A Clockwork Orange, written by Anthony Burgess, is experienced differently as a novel than it is as the movie directed by Stanley Kubrick. The heart of the difference between the two forms is expressed by Bakhtin: "The potential for [‘double-voiced discourse’ between the author and narrator] is one of the most fundamental privileges of novelistic prose, a privilege available neither to dramatic nor to purely poetic genres" (Bakhtin, 320).1 An entire dimension of the novel’s story is lost in the movie when Alex’s role is reduced from narrator to commentator. The ability of Burgess to speak indirectly to the audience through Alex is removed, and the perspective on the Clockwork world revealed through Nadsat, the language Alex speaks, is lost. However, this does not mean that the movie is less effective than, or an inferior medium to the novel. The main drive of the story remains in the movie form: Kubrick utilizes the means, such as a musical score and the visual dimension, unique to the dramatic genre to find ways around the loss of Nadsat and first person narration. He also tries to maintain the twisted sense of humor found in the book while working to promote the audience’s understanding of Alex’s universe. Kubrick preserves the unusual opportunity A Clockwork Orange offers the audience—a chance to immerse itself in Alex’s character and actions, and have its "nastier propensities titillated" (Burgess ix)2 by Alex’s "ultra-violence", instead of being frightened away.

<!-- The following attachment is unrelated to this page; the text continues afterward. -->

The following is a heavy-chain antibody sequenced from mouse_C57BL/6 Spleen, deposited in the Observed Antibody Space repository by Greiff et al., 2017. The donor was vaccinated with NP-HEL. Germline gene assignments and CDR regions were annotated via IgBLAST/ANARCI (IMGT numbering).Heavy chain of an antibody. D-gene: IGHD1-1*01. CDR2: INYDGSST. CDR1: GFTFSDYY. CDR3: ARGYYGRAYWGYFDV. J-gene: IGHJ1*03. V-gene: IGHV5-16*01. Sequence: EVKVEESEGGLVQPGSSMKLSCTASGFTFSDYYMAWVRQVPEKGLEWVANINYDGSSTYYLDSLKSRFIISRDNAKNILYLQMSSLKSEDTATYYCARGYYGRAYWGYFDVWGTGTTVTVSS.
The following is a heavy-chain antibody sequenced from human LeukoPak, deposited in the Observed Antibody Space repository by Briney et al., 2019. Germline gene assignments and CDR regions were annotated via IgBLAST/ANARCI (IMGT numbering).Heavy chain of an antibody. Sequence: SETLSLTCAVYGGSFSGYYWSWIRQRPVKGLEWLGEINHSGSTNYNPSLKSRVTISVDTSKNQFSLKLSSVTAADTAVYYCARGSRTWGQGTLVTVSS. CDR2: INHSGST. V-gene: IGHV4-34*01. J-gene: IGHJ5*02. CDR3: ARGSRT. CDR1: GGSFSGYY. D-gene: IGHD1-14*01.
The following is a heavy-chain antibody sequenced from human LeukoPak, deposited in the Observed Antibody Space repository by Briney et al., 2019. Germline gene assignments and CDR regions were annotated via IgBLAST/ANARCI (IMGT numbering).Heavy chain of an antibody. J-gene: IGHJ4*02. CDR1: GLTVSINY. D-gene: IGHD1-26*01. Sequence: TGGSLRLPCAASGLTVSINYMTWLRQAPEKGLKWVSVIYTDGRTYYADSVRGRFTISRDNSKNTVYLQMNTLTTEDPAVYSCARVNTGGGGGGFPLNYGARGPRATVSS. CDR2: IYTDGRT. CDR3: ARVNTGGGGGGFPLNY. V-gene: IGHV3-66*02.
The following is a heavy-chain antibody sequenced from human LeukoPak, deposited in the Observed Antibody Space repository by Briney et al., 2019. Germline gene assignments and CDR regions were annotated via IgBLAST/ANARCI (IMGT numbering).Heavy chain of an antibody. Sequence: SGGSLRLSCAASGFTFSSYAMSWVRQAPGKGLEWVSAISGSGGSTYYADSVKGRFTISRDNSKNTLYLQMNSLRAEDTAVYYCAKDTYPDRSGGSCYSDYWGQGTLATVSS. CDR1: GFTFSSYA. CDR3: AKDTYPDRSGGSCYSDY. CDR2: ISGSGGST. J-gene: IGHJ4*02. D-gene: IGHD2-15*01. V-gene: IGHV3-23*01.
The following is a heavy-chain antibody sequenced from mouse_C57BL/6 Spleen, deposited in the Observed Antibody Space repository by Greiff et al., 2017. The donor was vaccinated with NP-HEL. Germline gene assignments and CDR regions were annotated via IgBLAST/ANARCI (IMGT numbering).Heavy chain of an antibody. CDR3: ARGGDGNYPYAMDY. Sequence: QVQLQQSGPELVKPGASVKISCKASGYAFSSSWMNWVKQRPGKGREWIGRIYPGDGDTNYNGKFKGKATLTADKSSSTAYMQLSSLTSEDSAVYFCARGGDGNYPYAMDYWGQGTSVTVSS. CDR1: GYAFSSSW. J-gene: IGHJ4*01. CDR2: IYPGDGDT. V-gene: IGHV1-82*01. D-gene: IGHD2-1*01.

In the novel, Burgess is able to speak indirectly through Alex’s narration, telling the reader about the novel’s political setting as well as revealing Alex’s (and perha...
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... Nadsat, is lost. And with the loss of a large and comprehensive language such as Nadsat, goes part of Burgess’ voice. However, Kubrick does an excellent job of retaining the novel’s spirit and structure, even while offering his own interpretation. He takes advantage of the visual and auditory possibilities that the film medium presents to fill in the gap created by the removal of Nadsat, resulting in an accessible and satisfying movie. In both forms, A Clockwork Orange draws its audience into sympathizing with Alex and ultimately enjoying themselves as they "rape and rip by proxy" (Burgess ix).
1. M.M. Bakhtin, The Dialogic Imagination (Austin: University of Texas Press, 1981).
2. Anthony Burgess, A Clockwork Orange (NewYork: W.W. Norton & Company, 1986).
3. A Clockwork Orange, prod. and dir. Stanley Kubrick, 137 min., Warner Bros., 1971.
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